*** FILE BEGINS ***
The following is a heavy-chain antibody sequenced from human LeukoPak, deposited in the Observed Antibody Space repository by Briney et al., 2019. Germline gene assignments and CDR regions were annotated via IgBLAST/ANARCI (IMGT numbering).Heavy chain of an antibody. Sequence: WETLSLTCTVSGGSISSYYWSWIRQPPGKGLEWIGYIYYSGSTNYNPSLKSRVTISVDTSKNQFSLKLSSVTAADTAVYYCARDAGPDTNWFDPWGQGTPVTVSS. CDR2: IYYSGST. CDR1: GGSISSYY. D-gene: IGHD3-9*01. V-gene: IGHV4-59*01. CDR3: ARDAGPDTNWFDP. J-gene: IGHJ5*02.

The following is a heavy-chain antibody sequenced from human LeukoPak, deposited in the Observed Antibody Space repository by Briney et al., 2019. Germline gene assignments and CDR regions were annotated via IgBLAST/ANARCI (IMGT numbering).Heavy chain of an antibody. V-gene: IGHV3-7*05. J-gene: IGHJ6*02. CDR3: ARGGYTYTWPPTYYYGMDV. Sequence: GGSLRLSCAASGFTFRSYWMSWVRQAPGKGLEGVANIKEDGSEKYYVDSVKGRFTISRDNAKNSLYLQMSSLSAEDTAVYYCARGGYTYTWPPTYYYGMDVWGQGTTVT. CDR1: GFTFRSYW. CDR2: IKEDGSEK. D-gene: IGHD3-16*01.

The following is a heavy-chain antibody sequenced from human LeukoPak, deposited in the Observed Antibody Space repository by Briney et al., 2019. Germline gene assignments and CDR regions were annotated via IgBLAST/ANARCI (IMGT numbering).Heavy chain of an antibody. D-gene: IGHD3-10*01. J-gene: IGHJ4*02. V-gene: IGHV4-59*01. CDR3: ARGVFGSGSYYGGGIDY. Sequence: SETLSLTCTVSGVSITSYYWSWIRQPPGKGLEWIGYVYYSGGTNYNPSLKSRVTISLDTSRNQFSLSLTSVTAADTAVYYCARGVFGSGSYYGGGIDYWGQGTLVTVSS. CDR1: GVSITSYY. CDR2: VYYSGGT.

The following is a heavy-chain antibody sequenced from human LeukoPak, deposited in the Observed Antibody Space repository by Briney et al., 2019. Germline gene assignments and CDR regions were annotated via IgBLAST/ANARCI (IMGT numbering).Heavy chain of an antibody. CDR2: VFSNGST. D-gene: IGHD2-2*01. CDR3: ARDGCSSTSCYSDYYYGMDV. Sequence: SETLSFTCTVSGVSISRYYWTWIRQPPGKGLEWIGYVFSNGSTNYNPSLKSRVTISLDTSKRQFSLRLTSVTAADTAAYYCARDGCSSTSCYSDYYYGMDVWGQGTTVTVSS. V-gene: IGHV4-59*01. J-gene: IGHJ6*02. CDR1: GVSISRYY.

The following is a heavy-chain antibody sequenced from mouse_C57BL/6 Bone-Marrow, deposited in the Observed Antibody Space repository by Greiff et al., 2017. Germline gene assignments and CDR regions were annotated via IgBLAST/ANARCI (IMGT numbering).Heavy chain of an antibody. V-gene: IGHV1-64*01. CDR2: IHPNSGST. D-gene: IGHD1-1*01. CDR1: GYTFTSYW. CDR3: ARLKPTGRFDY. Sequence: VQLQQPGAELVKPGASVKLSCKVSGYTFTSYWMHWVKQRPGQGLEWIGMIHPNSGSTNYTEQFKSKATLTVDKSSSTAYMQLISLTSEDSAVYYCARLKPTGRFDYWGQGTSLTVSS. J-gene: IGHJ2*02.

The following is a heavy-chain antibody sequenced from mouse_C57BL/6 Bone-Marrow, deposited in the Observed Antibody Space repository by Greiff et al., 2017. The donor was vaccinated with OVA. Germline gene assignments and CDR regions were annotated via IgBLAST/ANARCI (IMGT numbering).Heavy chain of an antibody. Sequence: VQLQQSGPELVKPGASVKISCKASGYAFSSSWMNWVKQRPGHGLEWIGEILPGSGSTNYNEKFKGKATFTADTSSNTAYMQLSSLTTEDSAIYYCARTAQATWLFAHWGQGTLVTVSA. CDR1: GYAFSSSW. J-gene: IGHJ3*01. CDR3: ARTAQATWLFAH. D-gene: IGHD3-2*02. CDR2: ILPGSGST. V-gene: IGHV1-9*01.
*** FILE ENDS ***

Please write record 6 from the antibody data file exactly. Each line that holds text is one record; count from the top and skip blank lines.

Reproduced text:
The following is a heavy-chain antibody sequenced from mouse_C57BL/6 Bone-Marrow, deposited in the Observed Antibody Space repository by Greiff et al., 2017. The donor was vaccinated with OVA. Germline gene assignments and CDR regions were annotated via IgBLAST/ANARCI (IMGT numbering).Heavy chain of an antibody. Sequence: VQLQQSGPELVKPGASVKISCKASGYAFSSSWMNWVKQRPGHGLEWIGEILPGSGSTNYNEKFKGKATFTADTSSNTAYMQLSSLTTEDSAIYYCARTAQATWLFAHWGQGTLVTVSA. CDR1: GYAFSSSW. J-gene: IGHJ3*01. CDR3: ARTAQATWLFAH. D-gene: IGHD3-2*02. CDR2: ILPGSGST. V-gene: IGHV1-9*01.